Book reviews can function as intellectual dinner party invitations. Yasin should gather in the flesh or intellectually with following scholars for the mutual benefit of their work. Elizabeth Castelli's Memory and Martyrdom primarily focuses on literature about saints, and thus her content and theorizing (especially her thinking through Halbwachs) both challenge and complement Yasin's work. Patricia Cox Miller's The Corporeal Imagination, with its focus on saints' relics, images, and stories, provides a different theoretical framework within which to consider many of Yasin's data: thing theory and materiality. Georgia Frank's Memory of the Eyes would further enrich Yasin's work, since Frank considers living saints and the sacred geographies they created around their living bodies, as well as the practices that their pilgrims developed in traveling to them. Regarding the senses and the experience of church spaces, I wondered what conversations would be sparked between Yasin and Susan Ashbrook Harvey's Scenting Salvation.
A stanza from Yeats' 1926 "Sailing to Byzantium" reads: "O sages standing in God's holy fire / As in the gold mosaic of a wall, / Come from the holy fire, perne in a gyre, / And be the singing-masters of my soul. / [...] gather me / Into the artifice of eternity." Yasin's book helps us to glimpse this: the saints as masters and guides of late antique Christian souls, surrounding them in gold (or silver), on mosaics, names and dates carved in columns, virtues inscribed upon the epistyle of the church. Her approach extends past other scholars' focus on the question of how holiness was conferred to the common person by the relics and bones of the saints. Her book thus puts us more firmly in a whole world of religious life and experience in early Christian churches, where not only bones, but names, stories, seeping oil, the walk around the church itself brought together living and dead, reaffirmed hierarchies, comforted, and created memory and community.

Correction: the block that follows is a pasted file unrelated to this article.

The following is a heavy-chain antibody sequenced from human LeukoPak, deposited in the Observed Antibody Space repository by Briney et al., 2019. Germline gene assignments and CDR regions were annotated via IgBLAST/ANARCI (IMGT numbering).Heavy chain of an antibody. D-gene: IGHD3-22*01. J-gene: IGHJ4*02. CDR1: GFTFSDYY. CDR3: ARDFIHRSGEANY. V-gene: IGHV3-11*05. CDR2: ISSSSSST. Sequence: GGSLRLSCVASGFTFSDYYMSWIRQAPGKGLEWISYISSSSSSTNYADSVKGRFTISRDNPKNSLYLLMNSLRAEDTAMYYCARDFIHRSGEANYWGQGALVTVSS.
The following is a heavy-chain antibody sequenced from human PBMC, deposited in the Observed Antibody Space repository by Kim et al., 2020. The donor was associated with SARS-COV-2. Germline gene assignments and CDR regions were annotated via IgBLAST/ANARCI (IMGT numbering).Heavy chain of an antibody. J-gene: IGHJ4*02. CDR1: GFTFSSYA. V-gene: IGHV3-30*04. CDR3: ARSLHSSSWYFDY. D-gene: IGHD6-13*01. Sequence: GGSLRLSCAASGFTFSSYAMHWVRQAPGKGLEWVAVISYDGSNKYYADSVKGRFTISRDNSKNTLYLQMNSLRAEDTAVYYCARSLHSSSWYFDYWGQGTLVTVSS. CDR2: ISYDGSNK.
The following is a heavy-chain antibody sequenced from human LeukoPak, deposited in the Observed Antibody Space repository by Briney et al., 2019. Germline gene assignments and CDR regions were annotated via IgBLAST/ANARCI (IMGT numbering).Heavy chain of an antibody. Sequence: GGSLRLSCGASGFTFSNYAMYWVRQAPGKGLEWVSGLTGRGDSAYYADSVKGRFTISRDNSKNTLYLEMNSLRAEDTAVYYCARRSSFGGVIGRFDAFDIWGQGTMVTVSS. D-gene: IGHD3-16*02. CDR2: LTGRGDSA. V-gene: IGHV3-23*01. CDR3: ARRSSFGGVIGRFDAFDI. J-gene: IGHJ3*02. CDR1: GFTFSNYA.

Laura S. Nasrallah